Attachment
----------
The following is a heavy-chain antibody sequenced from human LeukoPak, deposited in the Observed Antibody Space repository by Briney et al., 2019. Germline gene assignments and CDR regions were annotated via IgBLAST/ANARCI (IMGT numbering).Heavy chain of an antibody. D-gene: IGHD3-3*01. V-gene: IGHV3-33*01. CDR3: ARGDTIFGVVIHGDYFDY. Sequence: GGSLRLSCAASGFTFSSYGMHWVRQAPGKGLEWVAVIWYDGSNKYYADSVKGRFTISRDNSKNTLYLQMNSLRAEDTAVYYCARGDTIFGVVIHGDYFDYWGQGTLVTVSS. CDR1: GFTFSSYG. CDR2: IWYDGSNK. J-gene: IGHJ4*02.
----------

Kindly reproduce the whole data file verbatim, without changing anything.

The following is a heavy-chain antibody sequenced from human LeukoPak, deposited in the Observed Antibody Space repository by Briney et al., 2019. Germline gene assignments and CDR regions were annotated via IgBLAST/ANARCI (IMGT numbering).Heavy chain of an antibody. D-gene: IGHD3-3*01. V-gene: IGHV3-33*01. CDR3: ARGDTIFGVVIHGDYFDY. Sequence: GGSLRLSCAASGFTFSSYGMHWVRQAPGKGLEWVAVIWYDGSNKYYADSVKGRFTISRDNSKNTLYLQMNSLRAEDTAVYYCARGDTIFGVVIHGDYFDYWGQGTLVTVSS. CDR1: GFTFSSYG. CDR2: IWYDGSNK. J-gene: IGHJ4*02.